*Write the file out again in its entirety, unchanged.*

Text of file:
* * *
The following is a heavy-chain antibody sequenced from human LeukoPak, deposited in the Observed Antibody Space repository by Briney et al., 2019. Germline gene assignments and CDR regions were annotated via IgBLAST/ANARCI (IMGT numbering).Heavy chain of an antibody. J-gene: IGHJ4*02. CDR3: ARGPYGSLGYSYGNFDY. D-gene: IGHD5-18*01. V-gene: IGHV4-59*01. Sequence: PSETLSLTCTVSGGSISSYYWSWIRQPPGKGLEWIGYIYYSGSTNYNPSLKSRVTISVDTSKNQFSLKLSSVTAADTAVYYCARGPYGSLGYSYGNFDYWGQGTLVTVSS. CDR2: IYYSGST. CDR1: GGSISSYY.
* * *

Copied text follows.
The following is a heavy-chain antibody sequenced from human LeukoPak, deposited in the Observed Antibody Space repository by Briney et al., 2019. Germline gene assignments and CDR regions were annotated via IgBLAST/ANARCI (IMGT numbering).Heavy chain of an antibody. J-gene: IGHJ4*02. CDR3: ARGPYGSLGYSYGNFDY. D-gene: IGHD5-18*01. V-gene: IGHV4-59*01. Sequence: PSETLSLTCTVSGGSISSYYWSWIRQPPGKGLEWIGYIYYSGSTNYNPSLKSRVTISVDTSKNQFSLKLSSVTAADTAVYYCARGPYGSLGYSYGNFDYWGQGTLVTVSS. CDR2: IYYSGST. CDR1: GGSISSYY.